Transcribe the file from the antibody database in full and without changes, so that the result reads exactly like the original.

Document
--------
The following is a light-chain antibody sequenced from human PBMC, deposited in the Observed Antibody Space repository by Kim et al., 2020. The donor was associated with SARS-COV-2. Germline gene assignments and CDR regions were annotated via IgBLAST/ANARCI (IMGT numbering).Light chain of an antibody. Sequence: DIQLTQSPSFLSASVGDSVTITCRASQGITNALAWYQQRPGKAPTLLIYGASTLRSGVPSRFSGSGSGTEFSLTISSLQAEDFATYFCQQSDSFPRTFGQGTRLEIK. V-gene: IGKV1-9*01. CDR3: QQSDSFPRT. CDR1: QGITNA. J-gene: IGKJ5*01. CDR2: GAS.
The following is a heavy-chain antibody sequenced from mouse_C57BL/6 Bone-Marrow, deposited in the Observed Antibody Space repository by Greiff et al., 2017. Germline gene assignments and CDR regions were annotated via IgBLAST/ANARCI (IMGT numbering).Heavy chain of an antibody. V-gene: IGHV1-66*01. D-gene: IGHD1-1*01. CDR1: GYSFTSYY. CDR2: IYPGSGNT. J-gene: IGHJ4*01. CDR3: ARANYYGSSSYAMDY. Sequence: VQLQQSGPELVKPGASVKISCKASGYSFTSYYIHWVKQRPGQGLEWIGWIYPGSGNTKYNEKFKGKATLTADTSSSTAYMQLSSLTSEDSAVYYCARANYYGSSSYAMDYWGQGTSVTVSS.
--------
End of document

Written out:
The following is a light-chain antibody sequenced from human PBMC, deposited in the Observed Antibody Space repository by Kim et al., 2020. The donor was associated with SARS-COV-2. Germline gene assignments and CDR regions were annotated via IgBLAST/ANARCI (IMGT numbering).Light chain of an antibody. Sequence: DIQLTQSPSFLSASVGDSVTITCRASQGITNALAWYQQRPGKAPTLLIYGASTLRSGVPSRFSGSGSGTEFSLTISSLQAEDFATYFCQQSDSFPRTFGQGTRLEIK. V-gene: IGKV1-9*01. CDR3: QQSDSFPRT. CDR1: QGITNA. J-gene: IGKJ5*01. CDR2: GAS.
The following is a heavy-chain antibody sequenced from mouse_C57BL/6 Bone-Marrow, deposited in the Observed Antibody Space repository by Greiff et al., 2017. Germline gene assignments and CDR regions were annotated via IgBLAST/ANARCI (IMGT numbering).Heavy chain of an antibody. V-gene: IGHV1-66*01. D-gene: IGHD1-1*01. CDR1: GYSFTSYY. CDR2: IYPGSGNT. J-gene: IGHJ4*01. CDR3: ARANYYGSSSYAMDY. Sequence: VQLQQSGPELVKPGASVKISCKASGYSFTSYYIHWVKQRPGQGLEWIGWIYPGSGNTKYNEKFKGKATLTADTSSSTAYMQLSSLTSEDSAVYYCARANYYGSSSYAMDYWGQGTSVTVSS.